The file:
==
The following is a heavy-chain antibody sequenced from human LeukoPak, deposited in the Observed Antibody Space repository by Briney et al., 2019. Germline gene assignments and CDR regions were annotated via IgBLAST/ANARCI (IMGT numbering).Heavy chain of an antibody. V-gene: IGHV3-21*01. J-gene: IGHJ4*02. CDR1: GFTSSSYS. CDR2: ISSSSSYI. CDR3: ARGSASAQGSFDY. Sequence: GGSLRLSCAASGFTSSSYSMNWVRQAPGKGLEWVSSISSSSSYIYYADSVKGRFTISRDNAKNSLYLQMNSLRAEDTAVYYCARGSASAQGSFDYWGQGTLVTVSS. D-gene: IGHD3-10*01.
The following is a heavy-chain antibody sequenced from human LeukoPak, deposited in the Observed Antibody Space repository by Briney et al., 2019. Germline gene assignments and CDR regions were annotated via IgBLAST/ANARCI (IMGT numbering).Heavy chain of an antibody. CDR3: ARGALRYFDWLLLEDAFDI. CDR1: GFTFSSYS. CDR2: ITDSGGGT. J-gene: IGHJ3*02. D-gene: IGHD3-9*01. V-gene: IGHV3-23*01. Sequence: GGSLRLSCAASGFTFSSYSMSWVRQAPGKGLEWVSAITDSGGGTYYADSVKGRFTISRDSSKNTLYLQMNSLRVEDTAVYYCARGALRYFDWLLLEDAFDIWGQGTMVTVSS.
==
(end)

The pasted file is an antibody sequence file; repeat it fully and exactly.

The following is a heavy-chain antibody sequenced from human LeukoPak, deposited in the Observed Antibody Space repository by Briney et al., 2019. Germline gene assignments and CDR regions were annotated via IgBLAST/ANARCI (IMGT numbering).Heavy chain of an antibody. V-gene: IGHV3-21*01. J-gene: IGHJ4*02. CDR1: GFTSSSYS. CDR2: ISSSSSYI. CDR3: ARGSASAQGSFDY. Sequence: GGSLRLSCAASGFTSSSYSMNWVRQAPGKGLEWVSSISSSSSYIYYADSVKGRFTISRDNAKNSLYLQMNSLRAEDTAVYYCARGSASAQGSFDYWGQGTLVTVSS. D-gene: IGHD3-10*01.
The following is a heavy-chain antibody sequenced from human LeukoPak, deposited in the Observed Antibody Space repository by Briney et al., 2019. Germline gene assignments and CDR regions were annotated via IgBLAST/ANARCI (IMGT numbering).Heavy chain of an antibody. CDR3: ARGALRYFDWLLLEDAFDI. CDR1: GFTFSSYS. CDR2: ITDSGGGT. J-gene: IGHJ3*02. D-gene: IGHD3-9*01. V-gene: IGHV3-23*01. Sequence: GGSLRLSCAASGFTFSSYSMSWVRQAPGKGLEWVSAITDSGGGTYYADSVKGRFTISRDSSKNTLYLQMNSLRVEDTAVYYCARGALRYFDWLLLEDAFDIWGQGTMVTVSS.